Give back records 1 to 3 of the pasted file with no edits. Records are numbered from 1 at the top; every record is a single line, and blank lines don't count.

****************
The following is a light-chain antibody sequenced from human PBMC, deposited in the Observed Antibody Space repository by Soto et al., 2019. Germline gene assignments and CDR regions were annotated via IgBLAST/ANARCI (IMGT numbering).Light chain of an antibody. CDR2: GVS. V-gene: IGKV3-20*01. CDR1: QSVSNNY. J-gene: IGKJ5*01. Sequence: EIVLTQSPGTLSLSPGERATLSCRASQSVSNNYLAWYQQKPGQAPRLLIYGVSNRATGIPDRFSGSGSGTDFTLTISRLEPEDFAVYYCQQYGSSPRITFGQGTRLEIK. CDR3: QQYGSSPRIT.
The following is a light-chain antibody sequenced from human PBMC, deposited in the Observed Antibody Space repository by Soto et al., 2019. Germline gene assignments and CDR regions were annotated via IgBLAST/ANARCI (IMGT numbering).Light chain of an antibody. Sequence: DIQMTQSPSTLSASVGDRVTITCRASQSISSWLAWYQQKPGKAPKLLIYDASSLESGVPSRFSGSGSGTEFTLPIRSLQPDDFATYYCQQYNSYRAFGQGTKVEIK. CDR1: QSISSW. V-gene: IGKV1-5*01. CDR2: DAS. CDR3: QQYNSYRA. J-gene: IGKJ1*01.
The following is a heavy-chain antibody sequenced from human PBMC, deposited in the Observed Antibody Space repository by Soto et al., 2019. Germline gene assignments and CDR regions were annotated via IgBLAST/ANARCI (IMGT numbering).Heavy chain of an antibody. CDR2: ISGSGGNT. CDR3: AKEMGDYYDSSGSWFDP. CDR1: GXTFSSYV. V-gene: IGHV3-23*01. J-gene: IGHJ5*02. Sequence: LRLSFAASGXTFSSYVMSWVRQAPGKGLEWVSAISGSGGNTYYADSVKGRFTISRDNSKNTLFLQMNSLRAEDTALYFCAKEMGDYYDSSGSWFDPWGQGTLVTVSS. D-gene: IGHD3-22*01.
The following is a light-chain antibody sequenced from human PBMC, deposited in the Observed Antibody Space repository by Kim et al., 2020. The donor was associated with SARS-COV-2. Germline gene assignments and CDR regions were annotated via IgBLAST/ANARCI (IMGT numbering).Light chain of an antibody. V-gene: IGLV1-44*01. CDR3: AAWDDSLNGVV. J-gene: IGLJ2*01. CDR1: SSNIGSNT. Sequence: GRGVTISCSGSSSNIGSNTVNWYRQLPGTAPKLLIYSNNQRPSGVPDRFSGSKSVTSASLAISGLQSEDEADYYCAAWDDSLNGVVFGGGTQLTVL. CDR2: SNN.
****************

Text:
The following is a light-chain antibody sequenced from human PBMC, deposited in the Observed Antibody Space repository by Soto et al., 2019. Germline gene assignments and CDR regions were annotated via IgBLAST/ANARCI (IMGT numbering).Light chain of an antibody. CDR2: GVS. V-gene: IGKV3-20*01. CDR1: QSVSNNY. J-gene: IGKJ5*01. Sequence: EIVLTQSPGTLSLSPGERATLSCRASQSVSNNYLAWYQQKPGQAPRLLIYGVSNRATGIPDRFSGSGSGTDFTLTISRLEPEDFAVYYCQQYGSSPRITFGQGTRLEIK. CDR3: QQYGSSPRIT.
The following is a light-chain antibody sequenced from human PBMC, deposited in the Observed Antibody Space repository by Soto et al., 2019. Germline gene assignments and CDR regions were annotated via IgBLAST/ANARCI (IMGT numbering).Light chain of an antibody. Sequence: DIQMTQSPSTLSASVGDRVTITCRASQSISSWLAWYQQKPGKAPKLLIYDASSLESGVPSRFSGSGSGTEFTLPIRSLQPDDFATYYCQQYNSYRAFGQGTKVEIK. CDR1: QSISSW. V-gene: IGKV1-5*01. CDR2: DAS. CDR3: QQYNSYRA. J-gene: IGKJ1*01.
The following is a heavy-chain antibody sequenced from human PBMC, deposited in the Observed Antibody Space repository by Soto et al., 2019. Germline gene assignments and CDR regions were annotated via IgBLAST/ANARCI (IMGT numbering).Heavy chain of an antibody. CDR2: ISGSGGNT. CDR3: AKEMGDYYDSSGSWFDP. CDR1: GXTFSSYV. V-gene: IGHV3-23*01. J-gene: IGHJ5*02. Sequence: LRLSFAASGXTFSSYVMSWVRQAPGKGLEWVSAISGSGGNTYYADSVKGRFTISRDNSKNTLFLQMNSLRAEDTALYFCAKEMGDYYDSSGSWFDPWGQGTLVTVSS. D-gene: IGHD3-22*01.